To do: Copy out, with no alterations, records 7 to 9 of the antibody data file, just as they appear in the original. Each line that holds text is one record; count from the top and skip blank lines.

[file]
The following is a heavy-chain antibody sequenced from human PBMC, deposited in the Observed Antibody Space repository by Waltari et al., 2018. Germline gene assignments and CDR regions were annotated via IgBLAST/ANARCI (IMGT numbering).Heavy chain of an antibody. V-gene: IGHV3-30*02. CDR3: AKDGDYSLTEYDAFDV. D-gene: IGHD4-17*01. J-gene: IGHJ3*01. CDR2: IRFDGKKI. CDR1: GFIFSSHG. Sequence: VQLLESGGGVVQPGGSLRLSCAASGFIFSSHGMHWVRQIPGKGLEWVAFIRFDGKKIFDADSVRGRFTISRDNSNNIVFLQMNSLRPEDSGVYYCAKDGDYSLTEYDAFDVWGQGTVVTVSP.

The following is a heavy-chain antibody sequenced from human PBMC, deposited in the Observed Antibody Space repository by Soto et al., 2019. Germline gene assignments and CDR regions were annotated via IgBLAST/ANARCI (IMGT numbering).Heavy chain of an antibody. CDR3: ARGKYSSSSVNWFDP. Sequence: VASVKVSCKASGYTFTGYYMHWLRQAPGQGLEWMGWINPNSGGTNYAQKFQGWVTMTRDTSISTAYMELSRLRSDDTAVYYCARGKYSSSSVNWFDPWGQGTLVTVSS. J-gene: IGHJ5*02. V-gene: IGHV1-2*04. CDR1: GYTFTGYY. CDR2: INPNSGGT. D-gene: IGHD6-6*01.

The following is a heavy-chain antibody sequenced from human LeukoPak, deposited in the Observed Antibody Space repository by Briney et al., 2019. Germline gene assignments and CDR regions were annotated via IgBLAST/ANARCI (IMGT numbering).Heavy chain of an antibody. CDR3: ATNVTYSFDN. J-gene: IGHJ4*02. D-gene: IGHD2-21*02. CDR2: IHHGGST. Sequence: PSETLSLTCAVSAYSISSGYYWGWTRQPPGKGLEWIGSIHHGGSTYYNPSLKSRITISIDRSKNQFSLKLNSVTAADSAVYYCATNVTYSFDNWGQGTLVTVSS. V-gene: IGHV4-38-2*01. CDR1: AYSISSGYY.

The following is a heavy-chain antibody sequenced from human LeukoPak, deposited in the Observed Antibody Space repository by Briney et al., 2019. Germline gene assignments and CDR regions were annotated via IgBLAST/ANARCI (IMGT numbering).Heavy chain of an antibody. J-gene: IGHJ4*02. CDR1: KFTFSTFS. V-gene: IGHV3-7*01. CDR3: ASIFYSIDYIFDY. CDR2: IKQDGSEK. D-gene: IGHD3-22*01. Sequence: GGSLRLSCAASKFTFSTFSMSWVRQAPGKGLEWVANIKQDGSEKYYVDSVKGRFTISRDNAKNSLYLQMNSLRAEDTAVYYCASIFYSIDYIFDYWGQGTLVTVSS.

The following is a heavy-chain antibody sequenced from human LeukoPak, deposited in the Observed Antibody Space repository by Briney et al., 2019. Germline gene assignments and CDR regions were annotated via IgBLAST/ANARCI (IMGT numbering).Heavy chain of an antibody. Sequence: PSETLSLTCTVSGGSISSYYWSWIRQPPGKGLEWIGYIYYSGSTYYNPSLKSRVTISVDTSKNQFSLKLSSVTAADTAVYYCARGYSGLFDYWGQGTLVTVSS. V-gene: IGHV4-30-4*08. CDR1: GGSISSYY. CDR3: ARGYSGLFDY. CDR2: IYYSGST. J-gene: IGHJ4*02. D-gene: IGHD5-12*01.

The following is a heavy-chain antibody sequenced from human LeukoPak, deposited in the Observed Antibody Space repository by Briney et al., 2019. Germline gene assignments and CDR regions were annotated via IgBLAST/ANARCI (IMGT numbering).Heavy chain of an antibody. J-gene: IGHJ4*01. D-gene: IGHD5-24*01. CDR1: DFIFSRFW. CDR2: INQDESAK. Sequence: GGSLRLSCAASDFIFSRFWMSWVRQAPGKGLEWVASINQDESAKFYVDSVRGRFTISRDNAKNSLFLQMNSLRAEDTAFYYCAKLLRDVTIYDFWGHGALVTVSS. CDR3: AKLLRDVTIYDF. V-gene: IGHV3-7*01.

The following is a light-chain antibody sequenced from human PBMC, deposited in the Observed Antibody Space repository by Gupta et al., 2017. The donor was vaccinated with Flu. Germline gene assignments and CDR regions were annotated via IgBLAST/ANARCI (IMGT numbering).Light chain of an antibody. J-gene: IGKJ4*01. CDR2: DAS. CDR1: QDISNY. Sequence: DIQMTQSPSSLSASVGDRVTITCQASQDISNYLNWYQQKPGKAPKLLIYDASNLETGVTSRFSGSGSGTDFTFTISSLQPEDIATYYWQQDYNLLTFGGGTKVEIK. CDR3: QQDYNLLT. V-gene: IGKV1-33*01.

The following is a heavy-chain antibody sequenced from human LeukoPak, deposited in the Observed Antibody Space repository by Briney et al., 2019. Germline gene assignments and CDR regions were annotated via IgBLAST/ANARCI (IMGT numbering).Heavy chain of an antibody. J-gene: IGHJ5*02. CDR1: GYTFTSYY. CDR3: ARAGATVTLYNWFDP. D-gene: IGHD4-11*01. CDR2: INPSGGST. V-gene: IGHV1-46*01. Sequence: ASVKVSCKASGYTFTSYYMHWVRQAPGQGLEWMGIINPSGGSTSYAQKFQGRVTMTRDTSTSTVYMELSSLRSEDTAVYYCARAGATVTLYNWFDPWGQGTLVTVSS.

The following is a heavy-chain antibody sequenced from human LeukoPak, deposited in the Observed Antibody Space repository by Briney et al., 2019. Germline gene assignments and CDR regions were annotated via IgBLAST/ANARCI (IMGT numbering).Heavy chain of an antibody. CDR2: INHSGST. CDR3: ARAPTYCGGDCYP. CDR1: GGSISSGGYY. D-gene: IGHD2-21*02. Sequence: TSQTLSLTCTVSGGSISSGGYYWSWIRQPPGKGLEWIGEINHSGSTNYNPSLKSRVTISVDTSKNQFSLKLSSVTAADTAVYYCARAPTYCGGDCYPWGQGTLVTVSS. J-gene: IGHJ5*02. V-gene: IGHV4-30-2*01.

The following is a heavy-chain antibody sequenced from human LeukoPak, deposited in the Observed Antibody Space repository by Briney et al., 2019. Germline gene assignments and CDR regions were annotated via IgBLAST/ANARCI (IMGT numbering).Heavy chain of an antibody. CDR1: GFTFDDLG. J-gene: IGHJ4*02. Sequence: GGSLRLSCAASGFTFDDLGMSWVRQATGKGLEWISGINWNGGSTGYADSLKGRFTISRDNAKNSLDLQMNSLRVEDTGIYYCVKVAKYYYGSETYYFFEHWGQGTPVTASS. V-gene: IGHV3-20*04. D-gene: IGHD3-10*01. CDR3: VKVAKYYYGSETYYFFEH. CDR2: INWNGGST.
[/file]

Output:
The following is a light-chain antibody sequenced from human PBMC, deposited in the Observed Antibody Space repository by Gupta et al., 2017. The donor was vaccinated with Flu. Germline gene assignments and CDR regions were annotated via IgBLAST/ANARCI (IMGT numbering).Light chain of an antibody. J-gene: IGKJ4*01. CDR2: DAS. CDR1: QDISNY. Sequence: DIQMTQSPSSLSASVGDRVTITCQASQDISNYLNWYQQKPGKAPKLLIYDASNLETGVTSRFSGSGSGTDFTFTISSLQPEDIATYYWQQDYNLLTFGGGTKVEIK. CDR3: QQDYNLLT. V-gene: IGKV1-33*01.

The following is a heavy-chain antibody sequenced from human LeukoPak, deposited in the Observed Antibody Space repository by Briney et al., 2019. Germline gene assignments and CDR regions were annotated via IgBLAST/ANARCI (IMGT numbering).Heavy chain of an antibody. J-gene: IGHJ5*02. CDR1: GYTFTSYY. CDR3: ARAGATVTLYNWFDP. D-gene: IGHD4-11*01. CDR2: INPSGGST. V-gene: IGHV1-46*01. Sequence: ASVKVSCKASGYTFTSYYMHWVRQAPGQGLEWMGIINPSGGSTSYAQKFQGRVTMTRDTSTSTVYMELSSLRSEDTAVYYCARAGATVTLYNWFDPWGQGTLVTVSS.

The following is a heavy-chain antibody sequenced from human LeukoPak, deposited in the Observed Antibody Space repository by Briney et al., 2019. Germline gene assignments and CDR regions were annotated via IgBLAST/ANARCI (IMGT numbering).Heavy chain of an antibody. CDR2: INHSGST. CDR3: ARAPTYCGGDCYP. CDR1: GGSISSGGYY. D-gene: IGHD2-21*02. Sequence: TSQTLSLTCTVSGGSISSGGYYWSWIRQPPGKGLEWIGEINHSGSTNYNPSLKSRVTISVDTSKNQFSLKLSSVTAADTAVYYCARAPTYCGGDCYPWGQGTLVTVSS. J-gene: IGHJ5*02. V-gene: IGHV4-30-2*01.